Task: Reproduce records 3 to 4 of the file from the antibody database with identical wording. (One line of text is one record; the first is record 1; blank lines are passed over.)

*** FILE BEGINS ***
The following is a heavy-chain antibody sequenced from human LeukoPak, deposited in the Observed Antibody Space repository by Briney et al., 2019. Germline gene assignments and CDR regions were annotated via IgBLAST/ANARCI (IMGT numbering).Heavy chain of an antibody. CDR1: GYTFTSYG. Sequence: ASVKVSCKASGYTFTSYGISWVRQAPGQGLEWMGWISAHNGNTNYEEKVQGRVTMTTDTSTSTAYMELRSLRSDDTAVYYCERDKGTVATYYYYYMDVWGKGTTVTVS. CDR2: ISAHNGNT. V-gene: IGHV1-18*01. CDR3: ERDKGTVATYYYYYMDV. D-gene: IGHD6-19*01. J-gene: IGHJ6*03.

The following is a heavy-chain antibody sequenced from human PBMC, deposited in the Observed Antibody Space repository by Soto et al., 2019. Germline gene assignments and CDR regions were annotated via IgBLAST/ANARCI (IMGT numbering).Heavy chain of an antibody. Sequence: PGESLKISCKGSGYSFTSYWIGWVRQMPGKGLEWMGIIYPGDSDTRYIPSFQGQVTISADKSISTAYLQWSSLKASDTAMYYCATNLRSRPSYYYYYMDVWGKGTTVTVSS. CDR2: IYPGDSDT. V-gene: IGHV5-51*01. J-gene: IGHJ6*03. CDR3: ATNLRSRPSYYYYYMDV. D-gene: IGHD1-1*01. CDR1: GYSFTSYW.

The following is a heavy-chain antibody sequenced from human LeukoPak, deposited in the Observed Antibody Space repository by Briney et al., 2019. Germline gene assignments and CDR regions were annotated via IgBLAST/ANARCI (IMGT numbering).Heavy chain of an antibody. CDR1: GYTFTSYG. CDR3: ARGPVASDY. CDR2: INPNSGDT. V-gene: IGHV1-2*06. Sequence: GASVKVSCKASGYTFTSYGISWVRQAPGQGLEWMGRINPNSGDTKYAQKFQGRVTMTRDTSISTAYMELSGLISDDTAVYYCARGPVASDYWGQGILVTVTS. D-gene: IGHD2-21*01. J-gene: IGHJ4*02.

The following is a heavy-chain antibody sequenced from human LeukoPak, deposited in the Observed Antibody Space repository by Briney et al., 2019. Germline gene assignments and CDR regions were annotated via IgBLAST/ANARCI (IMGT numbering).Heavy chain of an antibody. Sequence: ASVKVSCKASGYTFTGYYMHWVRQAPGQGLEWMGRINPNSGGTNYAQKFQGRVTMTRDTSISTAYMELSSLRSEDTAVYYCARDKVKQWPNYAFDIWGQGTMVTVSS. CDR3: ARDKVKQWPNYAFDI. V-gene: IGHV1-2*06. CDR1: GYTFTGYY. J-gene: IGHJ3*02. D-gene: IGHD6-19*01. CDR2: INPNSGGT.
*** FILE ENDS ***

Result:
The following is a heavy-chain antibody sequenced from human LeukoPak, deposited in the Observed Antibody Space repository by Briney et al., 2019. Germline gene assignments and CDR regions were annotated via IgBLAST/ANARCI (IMGT numbering).Heavy chain of an antibody. CDR1: GYTFTSYG. CDR3: ARGPVASDY. CDR2: INPNSGDT. V-gene: IGHV1-2*06. Sequence: GASVKVSCKASGYTFTSYGISWVRQAPGQGLEWMGRINPNSGDTKYAQKFQGRVTMTRDTSISTAYMELSGLISDDTAVYYCARGPVASDYWGQGILVTVTS. D-gene: IGHD2-21*01. J-gene: IGHJ4*02.

The following is a heavy-chain antibody sequenced from human LeukoPak, deposited in the Observed Antibody Space repository by Briney et al., 2019. Germline gene assignments and CDR regions were annotated via IgBLAST/ANARCI (IMGT numbering).Heavy chain of an antibody. Sequence: ASVKVSCKASGYTFTGYYMHWVRQAPGQGLEWMGRINPNSGGTNYAQKFQGRVTMTRDTSISTAYMELSSLRSEDTAVYYCARDKVKQWPNYAFDIWGQGTMVTVSS. CDR3: ARDKVKQWPNYAFDI. V-gene: IGHV1-2*06. CDR1: GYTFTGYY. J-gene: IGHJ3*02. D-gene: IGHD6-19*01. CDR2: INPNSGGT.